Richard Hell repairs 'Destiny Street' with re-recording, but did album need fixing?

Remastering and re-releasing an album is one thing, but choosing to re-record it in its entirety is a whole different animal. Just let it never be said that it’s one that Richard Hell is afraid of.

The making of Hell’s 1982 album “Destiny Street” was plagued by drugs, a falling out with the record label and a four-year dragout in recording. Yet a funny thing happened: the songs on became the stuff of legend. For collectors, though,  finding an original copy of “Destiny Street” was next-to-impossible after Hell — unhappy with the recording — acquired the rights in 2006 and stopped subsequent printings. That may not be the primary reason Hell decided to re-record “Destiny Street” and release it as “Destiny Street Repaired,” but for fans, it serves as a window into what did and didn’t happen.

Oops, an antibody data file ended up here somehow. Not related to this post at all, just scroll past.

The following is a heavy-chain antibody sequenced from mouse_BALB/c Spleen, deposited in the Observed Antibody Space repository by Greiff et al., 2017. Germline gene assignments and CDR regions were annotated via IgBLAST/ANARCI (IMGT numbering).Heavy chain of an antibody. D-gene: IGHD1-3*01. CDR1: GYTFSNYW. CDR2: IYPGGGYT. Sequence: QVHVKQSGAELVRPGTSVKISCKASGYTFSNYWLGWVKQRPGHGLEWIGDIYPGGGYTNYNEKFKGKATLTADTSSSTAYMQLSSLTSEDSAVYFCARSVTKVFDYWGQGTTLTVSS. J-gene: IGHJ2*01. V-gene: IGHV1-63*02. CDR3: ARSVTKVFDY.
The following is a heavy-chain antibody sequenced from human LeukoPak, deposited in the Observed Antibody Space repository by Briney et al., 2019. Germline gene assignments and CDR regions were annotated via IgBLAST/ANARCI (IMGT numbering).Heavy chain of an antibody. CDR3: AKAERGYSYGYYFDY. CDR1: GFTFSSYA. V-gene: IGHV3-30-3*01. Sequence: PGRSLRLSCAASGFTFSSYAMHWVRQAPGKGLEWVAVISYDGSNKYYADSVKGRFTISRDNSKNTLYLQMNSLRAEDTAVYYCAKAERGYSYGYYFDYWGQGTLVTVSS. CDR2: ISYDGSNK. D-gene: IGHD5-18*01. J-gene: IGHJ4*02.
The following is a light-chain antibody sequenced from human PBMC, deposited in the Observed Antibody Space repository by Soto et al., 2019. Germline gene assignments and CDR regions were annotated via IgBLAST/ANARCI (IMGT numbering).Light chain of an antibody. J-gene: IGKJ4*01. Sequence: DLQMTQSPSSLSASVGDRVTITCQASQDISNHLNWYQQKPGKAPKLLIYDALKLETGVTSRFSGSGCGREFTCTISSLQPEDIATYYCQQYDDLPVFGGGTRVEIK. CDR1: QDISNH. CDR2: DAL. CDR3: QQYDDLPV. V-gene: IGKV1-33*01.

The modern audience, of course, has the luxury of knowing Hell is still with us, but 27 years ago, no one would have blamed you for thinking that the record was the sound of someone essentially singing his own epitaph. Is listening to the original “Destiny Street” any less chilling than it was upon its initial release? No. Is something lost in the re-recording of an album by an artist who’s revisiting his dark past without physically reliving it? Maybe.

For fans, this mean taking the re-recording with a grain of salt, simply knowing that this isn’t the same man in the same state who originally recorded the songs. It helps to think of the new album as a celebration of a survivor, rather than as a vast improvement on the original. Part of the beauty of the first album was its imperfections. Vocally, Hell is buoyant on the re-recording, but he’s lost the vulnerability of his original vocals.

The new version of the Bob Dylan cover “Going Going Gone” — incredible in 1982, when it seemed to be an eerie prediction of one possible fate for the strung-out Hell — falls flat here. The classics “Time” and “Downtown at Dawn,” however, are both are evergreen in any form, and hearing them with a facelift doesn’t hurt.

The new recording is limited to 1,000 CDs and LPs each, so fans who need some fresh Hell should act fast — it’s worth another walk down this street.

— Stephanie R. Myers

Leave a Reply

Your email address will not be published. Required fields are marked *